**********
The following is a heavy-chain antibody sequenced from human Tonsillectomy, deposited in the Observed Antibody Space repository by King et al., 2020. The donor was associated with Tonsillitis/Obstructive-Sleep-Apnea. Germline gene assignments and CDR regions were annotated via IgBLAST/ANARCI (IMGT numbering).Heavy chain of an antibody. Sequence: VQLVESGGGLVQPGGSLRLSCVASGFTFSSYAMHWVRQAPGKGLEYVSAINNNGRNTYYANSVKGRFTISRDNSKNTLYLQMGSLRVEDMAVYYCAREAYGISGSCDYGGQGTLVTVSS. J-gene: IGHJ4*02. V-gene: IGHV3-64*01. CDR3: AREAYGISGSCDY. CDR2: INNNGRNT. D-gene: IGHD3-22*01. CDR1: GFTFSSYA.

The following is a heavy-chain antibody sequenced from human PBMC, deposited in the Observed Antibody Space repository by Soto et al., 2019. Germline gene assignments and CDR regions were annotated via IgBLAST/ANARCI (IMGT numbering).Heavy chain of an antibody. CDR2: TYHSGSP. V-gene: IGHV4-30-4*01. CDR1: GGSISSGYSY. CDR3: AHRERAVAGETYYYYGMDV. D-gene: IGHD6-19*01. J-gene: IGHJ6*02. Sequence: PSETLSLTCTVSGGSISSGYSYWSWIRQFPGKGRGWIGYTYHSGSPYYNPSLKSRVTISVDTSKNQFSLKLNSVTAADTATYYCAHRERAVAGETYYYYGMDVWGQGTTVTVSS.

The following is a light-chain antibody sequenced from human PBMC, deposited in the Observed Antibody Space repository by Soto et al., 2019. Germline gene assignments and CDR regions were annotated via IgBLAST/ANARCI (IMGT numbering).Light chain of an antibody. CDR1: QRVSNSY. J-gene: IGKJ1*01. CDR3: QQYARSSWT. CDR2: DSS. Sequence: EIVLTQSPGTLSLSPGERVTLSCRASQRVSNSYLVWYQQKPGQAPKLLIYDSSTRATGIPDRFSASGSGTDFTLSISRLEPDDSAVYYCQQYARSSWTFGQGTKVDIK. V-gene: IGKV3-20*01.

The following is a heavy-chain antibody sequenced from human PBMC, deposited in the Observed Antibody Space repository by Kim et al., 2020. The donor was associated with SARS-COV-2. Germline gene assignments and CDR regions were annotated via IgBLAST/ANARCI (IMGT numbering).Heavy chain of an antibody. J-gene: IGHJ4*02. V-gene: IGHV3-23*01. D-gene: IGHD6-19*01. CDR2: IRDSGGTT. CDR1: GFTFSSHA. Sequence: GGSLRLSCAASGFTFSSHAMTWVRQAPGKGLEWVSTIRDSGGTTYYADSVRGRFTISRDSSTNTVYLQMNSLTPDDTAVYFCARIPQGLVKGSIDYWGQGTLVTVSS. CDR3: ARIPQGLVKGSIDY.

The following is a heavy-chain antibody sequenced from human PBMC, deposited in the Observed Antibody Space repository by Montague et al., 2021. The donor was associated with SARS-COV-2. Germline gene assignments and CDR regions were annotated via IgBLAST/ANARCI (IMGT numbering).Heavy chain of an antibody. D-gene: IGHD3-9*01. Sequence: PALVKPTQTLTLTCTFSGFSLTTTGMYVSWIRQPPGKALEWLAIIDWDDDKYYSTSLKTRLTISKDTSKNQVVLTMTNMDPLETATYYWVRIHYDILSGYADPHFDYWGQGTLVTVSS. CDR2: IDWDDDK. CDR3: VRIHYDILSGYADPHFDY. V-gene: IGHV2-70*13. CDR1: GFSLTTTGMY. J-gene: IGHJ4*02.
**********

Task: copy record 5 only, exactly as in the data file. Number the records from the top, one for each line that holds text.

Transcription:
The following is a heavy-chain antibody sequenced from human PBMC, deposited in the Observed Antibody Space repository by Montague et al., 2021. The donor was associated with SARS-COV-2. Germline gene assignments and CDR regions were annotated via IgBLAST/ANARCI (IMGT numbering).Heavy chain of an antibody. D-gene: IGHD3-9*01. Sequence: PALVKPTQTLTLTCTFSGFSLTTTGMYVSWIRQPPGKALEWLAIIDWDDDKYYSTSLKTRLTISKDTSKNQVVLTMTNMDPLETATYYWVRIHYDILSGYADPHFDYWGQGTLVTVSS. CDR2: IDWDDDK. CDR3: VRIHYDILSGYADPHFDY. V-gene: IGHV2-70*13. CDR1: GFSLTTTGMY. J-gene: IGHJ4*02.